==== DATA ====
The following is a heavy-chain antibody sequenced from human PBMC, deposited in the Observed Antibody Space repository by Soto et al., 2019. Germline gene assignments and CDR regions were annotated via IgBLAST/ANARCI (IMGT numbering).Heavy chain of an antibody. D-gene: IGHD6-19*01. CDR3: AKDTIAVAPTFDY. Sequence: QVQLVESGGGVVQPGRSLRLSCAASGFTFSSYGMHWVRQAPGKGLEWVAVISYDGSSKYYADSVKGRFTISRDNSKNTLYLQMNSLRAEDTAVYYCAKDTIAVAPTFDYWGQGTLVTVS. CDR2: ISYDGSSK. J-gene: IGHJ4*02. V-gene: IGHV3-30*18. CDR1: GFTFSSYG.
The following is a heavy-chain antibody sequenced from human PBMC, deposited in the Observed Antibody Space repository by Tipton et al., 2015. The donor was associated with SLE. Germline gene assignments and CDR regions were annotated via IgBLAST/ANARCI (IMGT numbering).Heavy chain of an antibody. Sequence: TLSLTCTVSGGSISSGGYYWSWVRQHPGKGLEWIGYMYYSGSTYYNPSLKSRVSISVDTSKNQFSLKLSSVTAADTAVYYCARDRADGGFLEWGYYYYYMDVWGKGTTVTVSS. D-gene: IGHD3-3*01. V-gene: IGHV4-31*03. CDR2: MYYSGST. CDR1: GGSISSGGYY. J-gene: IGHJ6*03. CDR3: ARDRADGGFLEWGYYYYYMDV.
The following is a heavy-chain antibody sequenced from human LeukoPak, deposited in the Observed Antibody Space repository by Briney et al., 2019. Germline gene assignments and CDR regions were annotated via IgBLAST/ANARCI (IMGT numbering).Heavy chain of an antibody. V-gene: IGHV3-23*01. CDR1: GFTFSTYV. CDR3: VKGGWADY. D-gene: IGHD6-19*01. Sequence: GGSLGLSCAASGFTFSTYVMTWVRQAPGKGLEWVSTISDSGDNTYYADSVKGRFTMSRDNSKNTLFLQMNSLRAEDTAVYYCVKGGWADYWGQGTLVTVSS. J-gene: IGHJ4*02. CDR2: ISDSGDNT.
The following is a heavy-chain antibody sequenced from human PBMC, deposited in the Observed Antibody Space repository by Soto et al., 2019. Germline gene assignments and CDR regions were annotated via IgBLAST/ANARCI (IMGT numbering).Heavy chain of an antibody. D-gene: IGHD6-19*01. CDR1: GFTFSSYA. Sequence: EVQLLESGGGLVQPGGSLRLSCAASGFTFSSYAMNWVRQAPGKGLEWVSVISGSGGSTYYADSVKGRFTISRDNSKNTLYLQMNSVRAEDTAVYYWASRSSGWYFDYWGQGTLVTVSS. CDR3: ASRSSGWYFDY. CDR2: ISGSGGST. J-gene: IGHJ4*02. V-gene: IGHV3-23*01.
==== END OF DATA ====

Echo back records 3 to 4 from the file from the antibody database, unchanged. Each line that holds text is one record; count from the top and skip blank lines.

The following is a heavy-chain antibody sequenced from human LeukoPak, deposited in the Observed Antibody Space repository by Briney et al., 2019. Germline gene assignments and CDR regions were annotated via IgBLAST/ANARCI (IMGT numbering).Heavy chain of an antibody. V-gene: IGHV3-23*01. CDR1: GFTFSTYV. CDR3: VKGGWADY. D-gene: IGHD6-19*01. Sequence: GGSLGLSCAASGFTFSTYVMTWVRQAPGKGLEWVSTISDSGDNTYYADSVKGRFTMSRDNSKNTLFLQMNSLRAEDTAVYYCVKGGWADYWGQGTLVTVSS. J-gene: IGHJ4*02. CDR2: ISDSGDNT.
The following is a heavy-chain antibody sequenced from human PBMC, deposited in the Observed Antibody Space repository by Soto et al., 2019. Germline gene assignments and CDR regions were annotated via IgBLAST/ANARCI (IMGT numbering).Heavy chain of an antibody. D-gene: IGHD6-19*01. CDR1: GFTFSSYA. Sequence: EVQLLESGGGLVQPGGSLRLSCAASGFTFSSYAMNWVRQAPGKGLEWVSVISGSGGSTYYADSVKGRFTISRDNSKNTLYLQMNSVRAEDTAVYYWASRSSGWYFDYWGQGTLVTVSS. CDR3: ASRSSGWYFDY. CDR2: ISGSGGST. J-gene: IGHJ4*02. V-gene: IGHV3-23*01.